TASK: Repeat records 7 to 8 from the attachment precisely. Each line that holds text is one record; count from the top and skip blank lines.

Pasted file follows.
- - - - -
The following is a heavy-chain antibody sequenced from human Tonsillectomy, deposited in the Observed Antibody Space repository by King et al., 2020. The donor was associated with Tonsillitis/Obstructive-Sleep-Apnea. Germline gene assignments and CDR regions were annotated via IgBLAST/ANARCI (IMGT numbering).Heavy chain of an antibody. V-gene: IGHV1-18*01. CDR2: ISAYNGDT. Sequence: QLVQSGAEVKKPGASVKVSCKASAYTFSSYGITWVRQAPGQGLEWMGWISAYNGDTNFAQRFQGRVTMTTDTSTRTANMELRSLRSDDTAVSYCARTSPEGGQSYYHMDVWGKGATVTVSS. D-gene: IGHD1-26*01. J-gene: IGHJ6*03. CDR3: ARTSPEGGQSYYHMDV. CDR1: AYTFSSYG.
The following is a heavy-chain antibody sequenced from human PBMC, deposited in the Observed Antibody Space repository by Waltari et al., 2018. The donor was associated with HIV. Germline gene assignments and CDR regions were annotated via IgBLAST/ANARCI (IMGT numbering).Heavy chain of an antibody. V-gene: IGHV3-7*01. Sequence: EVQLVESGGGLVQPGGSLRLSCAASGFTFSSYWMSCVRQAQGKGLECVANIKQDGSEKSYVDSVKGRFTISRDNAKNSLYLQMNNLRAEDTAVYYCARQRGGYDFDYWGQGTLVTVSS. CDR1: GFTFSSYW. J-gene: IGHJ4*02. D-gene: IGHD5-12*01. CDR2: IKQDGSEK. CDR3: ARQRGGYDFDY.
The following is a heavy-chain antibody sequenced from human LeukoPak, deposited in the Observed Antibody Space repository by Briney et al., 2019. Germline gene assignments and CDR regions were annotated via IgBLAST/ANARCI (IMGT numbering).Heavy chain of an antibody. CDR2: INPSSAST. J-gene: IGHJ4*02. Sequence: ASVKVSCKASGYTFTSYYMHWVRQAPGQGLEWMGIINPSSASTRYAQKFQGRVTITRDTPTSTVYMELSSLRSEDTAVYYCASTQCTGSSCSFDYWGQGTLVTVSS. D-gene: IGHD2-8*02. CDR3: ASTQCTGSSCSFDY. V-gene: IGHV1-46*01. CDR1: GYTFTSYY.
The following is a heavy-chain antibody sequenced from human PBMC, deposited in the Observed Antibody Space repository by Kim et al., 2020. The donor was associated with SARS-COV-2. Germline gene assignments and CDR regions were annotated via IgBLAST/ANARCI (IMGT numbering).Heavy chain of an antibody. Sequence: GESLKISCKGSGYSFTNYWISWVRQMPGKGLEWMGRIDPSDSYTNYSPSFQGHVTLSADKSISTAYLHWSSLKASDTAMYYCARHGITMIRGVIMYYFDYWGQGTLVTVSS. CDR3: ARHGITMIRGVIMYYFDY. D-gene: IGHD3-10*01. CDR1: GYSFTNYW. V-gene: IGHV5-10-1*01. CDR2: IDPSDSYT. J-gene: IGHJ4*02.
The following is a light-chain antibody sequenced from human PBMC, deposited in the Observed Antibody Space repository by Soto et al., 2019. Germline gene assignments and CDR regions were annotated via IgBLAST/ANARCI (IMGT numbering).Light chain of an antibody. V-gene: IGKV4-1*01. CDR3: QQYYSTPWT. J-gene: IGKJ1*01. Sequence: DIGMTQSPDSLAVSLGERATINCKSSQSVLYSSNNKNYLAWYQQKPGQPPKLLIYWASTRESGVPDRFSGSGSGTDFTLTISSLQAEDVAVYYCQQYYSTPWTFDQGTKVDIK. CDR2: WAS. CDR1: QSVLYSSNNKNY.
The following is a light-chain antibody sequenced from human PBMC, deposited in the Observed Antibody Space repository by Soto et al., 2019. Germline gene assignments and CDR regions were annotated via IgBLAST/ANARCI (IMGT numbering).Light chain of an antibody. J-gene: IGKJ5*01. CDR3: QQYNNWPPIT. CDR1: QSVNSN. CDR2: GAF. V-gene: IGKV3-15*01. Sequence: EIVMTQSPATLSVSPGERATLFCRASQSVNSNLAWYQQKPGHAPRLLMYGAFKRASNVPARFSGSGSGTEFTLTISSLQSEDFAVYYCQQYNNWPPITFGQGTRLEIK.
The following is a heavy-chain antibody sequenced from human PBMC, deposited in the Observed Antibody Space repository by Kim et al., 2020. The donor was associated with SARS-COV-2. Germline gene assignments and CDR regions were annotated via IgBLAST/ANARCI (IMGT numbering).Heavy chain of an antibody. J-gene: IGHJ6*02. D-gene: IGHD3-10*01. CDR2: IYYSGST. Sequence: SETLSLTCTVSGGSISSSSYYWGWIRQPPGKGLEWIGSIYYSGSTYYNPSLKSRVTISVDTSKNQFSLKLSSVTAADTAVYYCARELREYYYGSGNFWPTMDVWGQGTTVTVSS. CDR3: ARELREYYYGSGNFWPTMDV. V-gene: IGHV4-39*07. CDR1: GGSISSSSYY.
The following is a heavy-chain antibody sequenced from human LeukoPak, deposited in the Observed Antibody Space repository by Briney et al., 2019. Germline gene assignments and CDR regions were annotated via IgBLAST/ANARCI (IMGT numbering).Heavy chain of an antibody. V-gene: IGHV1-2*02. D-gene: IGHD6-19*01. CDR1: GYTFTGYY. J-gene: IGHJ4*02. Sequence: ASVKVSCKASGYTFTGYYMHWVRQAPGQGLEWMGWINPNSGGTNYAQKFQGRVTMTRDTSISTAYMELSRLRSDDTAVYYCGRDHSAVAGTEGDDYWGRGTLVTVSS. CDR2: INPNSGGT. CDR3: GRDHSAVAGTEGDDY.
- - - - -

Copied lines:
The following is a heavy-chain antibody sequenced from human PBMC, deposited in the Observed Antibody Space repository by Kim et al., 2020. The donor was associated with SARS-COV-2. Germline gene assignments and CDR regions were annotated via IgBLAST/ANARCI (IMGT numbering).Heavy chain of an antibody. J-gene: IGHJ6*02. D-gene: IGHD3-10*01. CDR2: IYYSGST. Sequence: SETLSLTCTVSGGSISSSSYYWGWIRQPPGKGLEWIGSIYYSGSTYYNPSLKSRVTISVDTSKNQFSLKLSSVTAADTAVYYCARELREYYYGSGNFWPTMDVWGQGTTVTVSS. CDR3: ARELREYYYGSGNFWPTMDV. V-gene: IGHV4-39*07. CDR1: GGSISSSSYY.
The following is a heavy-chain antibody sequenced from human LeukoPak, deposited in the Observed Antibody Space repository by Briney et al., 2019. Germline gene assignments and CDR regions were annotated via IgBLAST/ANARCI (IMGT numbering).Heavy chain of an antibody. V-gene: IGHV1-2*02. D-gene: IGHD6-19*01. CDR1: GYTFTGYY. J-gene: IGHJ4*02. Sequence: ASVKVSCKASGYTFTGYYMHWVRQAPGQGLEWMGWINPNSGGTNYAQKFQGRVTMTRDTSISTAYMELSRLRSDDTAVYYCGRDHSAVAGTEGDDYWGRGTLVTVSS. CDR2: INPNSGGT. CDR3: GRDHSAVAGTEGDDY.